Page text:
Green Party leadership race: Candidates set to declare interest

Potential candidates likely to include Roderic O’Gorman, Pippa Hackett, Ossian Smith and Steven Matthews

Roderic O’Gorman is considered by some colleagues to be the front-runner in the leadership stakes. Photograph: Stephen Collins/Collins Photos

Candidates for the leadership of the Green Party are expected to declare their interest and begin campaigning on Wednesday morning, following the shock resignation of party leader Eamon Ryan on Tuesday.

Deputy leader Catherine Martin said on Tuesday evening that she would not be a candidate, opening the field to contenders likely to include Minister for Integration Roderic O’Gorman and super junior minister and Senator Pippa Hackett, with Mr O’Gorman considered by some colleagues to be the front-runner.

Senior party sources said any potential candidates would not declare on Tuesday night out of respect for Mr Ryan but added they fully expected there to be a contest for the position. Other potential candidates are said to include Minister of State Ossian Smyth and Wicklow TD Steven Matthews but none were prepared to comment on Tuesday night. However, potential candidates were understood to be sounding out their colleagues.

The Green Party’s Executive Committee met on Tuesday night to discuss the leadership contest, with party members expecting a short nomination period and a contest of three weeks during which there would be a number of hustings events – perhaps happening online, as in the 2020 leadership race.

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The contest will be decided by one member, one vote with voting open to the more than 4,000 members between those in the Republic and those north of the Border.

Senator Pippa Hackett is expected to enter the race for leader of the Green Party. Photograph: Laura Hutton

There was an expectation among some that the new leader will have to come from the Green Party’s Cabinet members.

Several party sources said they expected Mr O’Gorman and Ms Hackett, a Minister of State for Agriculture who sits at Cabinet, to enter the contest.

What's behind Eamon Ryan's shock resignation?

Listen | 17:42

The Green Party leader, Eamon Ryan, is stepping down after 13 years at the helm. However, the Transport Minister is staying on as a member of the Cabinet, as the government enters its final phase in power. He says it will be up to the next leader of the party to decide if he remains in that role. The Greens lost their European seats and half their councillors in the local and European elections earlier this month. It was a poor result but it wasn’t quite the collapse that had been speculated upon. After Leo Varadkar’s shock departure in March as the leader of Fine Gael, and this latest announcement, is the prospect of an early general election even closer? And who is likely to succeed Ryan as the party leader?Presented by Bernice Harrison. Produced by Aideen Finnegan.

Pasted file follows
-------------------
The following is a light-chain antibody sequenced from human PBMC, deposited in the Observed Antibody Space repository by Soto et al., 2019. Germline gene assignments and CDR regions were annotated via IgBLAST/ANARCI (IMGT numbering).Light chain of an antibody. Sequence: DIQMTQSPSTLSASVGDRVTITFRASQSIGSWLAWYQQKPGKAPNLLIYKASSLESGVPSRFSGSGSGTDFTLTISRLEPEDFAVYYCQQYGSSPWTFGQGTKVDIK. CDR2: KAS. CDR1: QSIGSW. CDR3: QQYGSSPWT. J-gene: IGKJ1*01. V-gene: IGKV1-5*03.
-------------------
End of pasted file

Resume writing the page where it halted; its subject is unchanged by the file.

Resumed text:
Minister of State for Heritage Malcolm Noonan confirmed he would not be throwing his hat in the ring as did Waterford TD and party whip Marc Ó Cathasaigh.

Mr Ó Cathasaigh said: “Today is not the time to think [about] the future leader. Today is a time to reflect on the leader we’ve had for the last 13 and the enormous achievements he has had.”

Some of the party’s rural parliamentarians have expressed the view that the next party leader should come from outside the capital.

One Oireachtas member, speaking privately, says there is a view among some TDs and Senators that the party really needs to focus more on its presence in regions and rural Ireland, especially in light of the recent losses in the local and European elections.

“The three party leaders we have had have all come from Dublin and I believe it is time that we chose somebody from outside Dublin,” said a senior party figure, who spoke on the basis of anonymity. “We need to have somebody who can strengthen the party in rural Ireland, in the places where we have lost most seats.”

Ossian Smyth could be a potential candidate. Photograph: Nick Bradshaw
Steven Matthews has also been mentioned as a likely candidate

Others felt Mr O’Gorman, who represents the Dublin West constituency, would command support from across the organisation.

Mr Ryan’s announcement on Tuesday had been flagged in advance to his Coalition partners and to party colleagues, he said. Speaking at Government Buildings, the Minister for Transport said it had been “an absolute privilege” to serve the public for almost 30 years. He said he would continue as a party leader and in his ministerial roles until a new leader was elected.

“I am stepping down to pass the torch to a new generation of leaders,” Mr Ryan said. “Our party will now elect a new leader to take the party forward from here.”

Mr Ryan said politics had become too demanding, too “divisive” and there had often been “vile attacks” on social media. He said he wanted to focus on family life and paid special tribute to his wife, Victoria White, and his children, and made particular reference to his son Tommy, who has additional needs.

Senior Coalition figures, however, acknowledged that the impending leadership change added an element of uncertainty to the Government, with just months to go before the next general election.

Pat Leahy

Pat Leahy

Pat Leahy is Political Editor of The Irish Times

Cormac McQuinn

Cormac McQuinn

Cormac McQuinn is a Political Correspondent at The Irish Times

Harry McGee

Harry McGee

Harry McGee is a Political Correspondent with The Irish Times